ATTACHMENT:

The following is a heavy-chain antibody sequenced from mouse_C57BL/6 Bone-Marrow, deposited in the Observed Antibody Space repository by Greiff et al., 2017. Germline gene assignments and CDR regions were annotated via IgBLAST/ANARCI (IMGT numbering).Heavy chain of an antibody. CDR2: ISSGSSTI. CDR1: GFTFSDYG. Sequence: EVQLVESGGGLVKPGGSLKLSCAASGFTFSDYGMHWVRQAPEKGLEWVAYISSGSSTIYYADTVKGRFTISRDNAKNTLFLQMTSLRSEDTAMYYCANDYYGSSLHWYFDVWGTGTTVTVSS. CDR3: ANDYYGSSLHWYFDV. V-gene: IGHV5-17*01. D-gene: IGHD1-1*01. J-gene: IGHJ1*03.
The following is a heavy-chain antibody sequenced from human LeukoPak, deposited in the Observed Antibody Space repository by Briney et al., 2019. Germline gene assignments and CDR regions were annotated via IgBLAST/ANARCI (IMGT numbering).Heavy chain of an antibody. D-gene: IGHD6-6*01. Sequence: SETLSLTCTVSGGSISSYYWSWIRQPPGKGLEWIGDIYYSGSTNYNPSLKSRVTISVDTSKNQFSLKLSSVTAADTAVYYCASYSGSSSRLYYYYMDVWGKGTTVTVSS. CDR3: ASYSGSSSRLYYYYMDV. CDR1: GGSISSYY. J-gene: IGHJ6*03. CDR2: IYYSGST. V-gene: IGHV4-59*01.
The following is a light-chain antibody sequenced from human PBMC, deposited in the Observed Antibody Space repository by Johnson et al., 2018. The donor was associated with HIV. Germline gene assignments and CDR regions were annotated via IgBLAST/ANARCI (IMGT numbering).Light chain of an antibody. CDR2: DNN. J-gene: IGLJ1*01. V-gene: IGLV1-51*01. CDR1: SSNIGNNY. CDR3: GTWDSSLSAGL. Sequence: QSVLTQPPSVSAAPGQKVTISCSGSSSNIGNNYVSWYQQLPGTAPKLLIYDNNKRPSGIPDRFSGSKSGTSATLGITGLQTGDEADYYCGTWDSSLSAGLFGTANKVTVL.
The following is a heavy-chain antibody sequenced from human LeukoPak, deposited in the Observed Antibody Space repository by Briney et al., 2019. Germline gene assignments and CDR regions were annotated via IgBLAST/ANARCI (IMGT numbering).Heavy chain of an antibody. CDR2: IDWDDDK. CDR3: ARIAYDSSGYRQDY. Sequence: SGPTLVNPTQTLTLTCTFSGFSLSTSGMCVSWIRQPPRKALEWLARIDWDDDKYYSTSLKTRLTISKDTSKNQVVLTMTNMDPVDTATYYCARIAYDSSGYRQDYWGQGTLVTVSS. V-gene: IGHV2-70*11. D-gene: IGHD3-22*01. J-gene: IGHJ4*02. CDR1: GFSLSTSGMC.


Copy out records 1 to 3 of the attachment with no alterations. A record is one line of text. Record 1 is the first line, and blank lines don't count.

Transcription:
The following is a heavy-chain antibody sequenced from mouse_C57BL/6 Bone-Marrow, deposited in the Observed Antibody Space repository by Greiff et al., 2017. Germline gene assignments and CDR regions were annotated via IgBLAST/ANARCI (IMGT numbering).Heavy chain of an antibody. CDR2: ISSGSSTI. CDR1: GFTFSDYG. Sequence: EVQLVESGGGLVKPGGSLKLSCAASGFTFSDYGMHWVRQAPEKGLEWVAYISSGSSTIYYADTVKGRFTISRDNAKNTLFLQMTSLRSEDTAMYYCANDYYGSSLHWYFDVWGTGTTVTVSS. CDR3: ANDYYGSSLHWYFDV. V-gene: IGHV5-17*01. D-gene: IGHD1-1*01. J-gene: IGHJ1*03.
The following is a heavy-chain antibody sequenced from human LeukoPak, deposited in the Observed Antibody Space repository by Briney et al., 2019. Germline gene assignments and CDR regions were annotated via IgBLAST/ANARCI (IMGT numbering).Heavy chain of an antibody. D-gene: IGHD6-6*01. Sequence: SETLSLTCTVSGGSISSYYWSWIRQPPGKGLEWIGDIYYSGSTNYNPSLKSRVTISVDTSKNQFSLKLSSVTAADTAVYYCASYSGSSSRLYYYYMDVWGKGTTVTVSS. CDR3: ASYSGSSSRLYYYYMDV. CDR1: GGSISSYY. J-gene: IGHJ6*03. CDR2: IYYSGST. V-gene: IGHV4-59*01.
The following is a light-chain antibody sequenced from human PBMC, deposited in the Observed Antibody Space repository by Johnson et al., 2018. The donor was associated with HIV. Germline gene assignments and CDR regions were annotated via IgBLAST/ANARCI (IMGT numbering).Light chain of an antibody. CDR2: DNN. J-gene: IGLJ1*01. V-gene: IGLV1-51*01. CDR1: SSNIGNNY. CDR3: GTWDSSLSAGL. Sequence: QSVLTQPPSVSAAPGQKVTISCSGSSSNIGNNYVSWYQQLPGTAPKLLIYDNNKRPSGIPDRFSGSKSGTSATLGITGLQTGDEADYYCGTWDSSLSAGLFGTANKVTVL.